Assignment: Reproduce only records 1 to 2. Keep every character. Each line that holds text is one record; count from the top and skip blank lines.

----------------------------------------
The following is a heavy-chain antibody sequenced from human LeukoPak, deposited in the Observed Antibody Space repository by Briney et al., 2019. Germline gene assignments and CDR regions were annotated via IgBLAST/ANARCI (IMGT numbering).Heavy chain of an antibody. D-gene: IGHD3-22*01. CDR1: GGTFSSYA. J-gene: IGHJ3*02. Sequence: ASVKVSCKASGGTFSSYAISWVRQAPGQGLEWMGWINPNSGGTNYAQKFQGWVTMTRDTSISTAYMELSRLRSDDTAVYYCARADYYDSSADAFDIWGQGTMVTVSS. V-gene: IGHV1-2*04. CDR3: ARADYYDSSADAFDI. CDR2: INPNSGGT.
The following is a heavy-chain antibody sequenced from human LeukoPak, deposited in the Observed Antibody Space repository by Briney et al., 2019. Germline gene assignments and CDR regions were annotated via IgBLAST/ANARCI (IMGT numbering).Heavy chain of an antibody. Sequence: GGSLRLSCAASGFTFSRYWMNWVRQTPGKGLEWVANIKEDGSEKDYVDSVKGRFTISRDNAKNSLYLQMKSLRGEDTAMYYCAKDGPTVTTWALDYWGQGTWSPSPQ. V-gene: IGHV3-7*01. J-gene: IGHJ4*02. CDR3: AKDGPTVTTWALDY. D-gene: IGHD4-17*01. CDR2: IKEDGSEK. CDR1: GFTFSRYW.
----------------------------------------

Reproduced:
The following is a heavy-chain antibody sequenced from human LeukoPak, deposited in the Observed Antibody Space repository by Briney et al., 2019. Germline gene assignments and CDR regions were annotated via IgBLAST/ANARCI (IMGT numbering).Heavy chain of an antibody. D-gene: IGHD3-22*01. CDR1: GGTFSSYA. J-gene: IGHJ3*02. Sequence: ASVKVSCKASGGTFSSYAISWVRQAPGQGLEWMGWINPNSGGTNYAQKFQGWVTMTRDTSISTAYMELSRLRSDDTAVYYCARADYYDSSADAFDIWGQGTMVTVSS. V-gene: IGHV1-2*04. CDR3: ARADYYDSSADAFDI. CDR2: INPNSGGT.
The following is a heavy-chain antibody sequenced from human LeukoPak, deposited in the Observed Antibody Space repository by Briney et al., 2019. Germline gene assignments and CDR regions were annotated via IgBLAST/ANARCI (IMGT numbering).Heavy chain of an antibody. Sequence: GGSLRLSCAASGFTFSRYWMNWVRQTPGKGLEWVANIKEDGSEKDYVDSVKGRFTISRDNAKNSLYLQMKSLRGEDTAMYYCAKDGPTVTTWALDYWGQGTWSPSPQ. V-gene: IGHV3-7*01. J-gene: IGHJ4*02. CDR3: AKDGPTVTTWALDY. D-gene: IGHD4-17*01. CDR2: IKEDGSEK. CDR1: GFTFSRYW.